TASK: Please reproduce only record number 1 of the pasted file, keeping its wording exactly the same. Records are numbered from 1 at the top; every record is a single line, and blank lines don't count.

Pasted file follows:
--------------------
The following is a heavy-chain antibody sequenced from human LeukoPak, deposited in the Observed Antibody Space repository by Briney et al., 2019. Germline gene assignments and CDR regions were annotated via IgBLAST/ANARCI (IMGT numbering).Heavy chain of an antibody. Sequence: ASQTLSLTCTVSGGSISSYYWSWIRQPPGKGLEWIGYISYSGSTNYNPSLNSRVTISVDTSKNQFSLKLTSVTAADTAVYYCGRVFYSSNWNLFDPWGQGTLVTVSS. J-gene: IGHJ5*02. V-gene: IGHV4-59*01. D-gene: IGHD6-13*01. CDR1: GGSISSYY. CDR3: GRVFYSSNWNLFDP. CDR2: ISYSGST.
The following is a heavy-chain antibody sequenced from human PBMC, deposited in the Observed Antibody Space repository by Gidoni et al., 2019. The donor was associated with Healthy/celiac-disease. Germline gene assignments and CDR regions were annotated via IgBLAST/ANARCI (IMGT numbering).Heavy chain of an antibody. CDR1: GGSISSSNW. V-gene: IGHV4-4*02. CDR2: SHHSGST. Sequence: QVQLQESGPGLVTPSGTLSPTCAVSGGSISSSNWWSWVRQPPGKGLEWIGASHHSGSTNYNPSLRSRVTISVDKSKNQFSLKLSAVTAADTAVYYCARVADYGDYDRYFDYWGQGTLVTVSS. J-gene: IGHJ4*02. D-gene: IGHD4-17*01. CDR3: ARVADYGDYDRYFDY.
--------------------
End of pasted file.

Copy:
The following is a heavy-chain antibody sequenced from human LeukoPak, deposited in the Observed Antibody Space repository by Briney et al., 2019. Germline gene assignments and CDR regions were annotated via IgBLAST/ANARCI (IMGT numbering).Heavy chain of an antibody. Sequence: ASQTLSLTCTVSGGSISSYYWSWIRQPPGKGLEWIGYISYSGSTNYNPSLNSRVTISVDTSKNQFSLKLTSVTAADTAVYYCGRVFYSSNWNLFDPWGQGTLVTVSS. J-gene: IGHJ5*02. V-gene: IGHV4-59*01. D-gene: IGHD6-13*01. CDR1: GGSISSYY. CDR3: GRVFYSSNWNLFDP. CDR2: ISYSGST.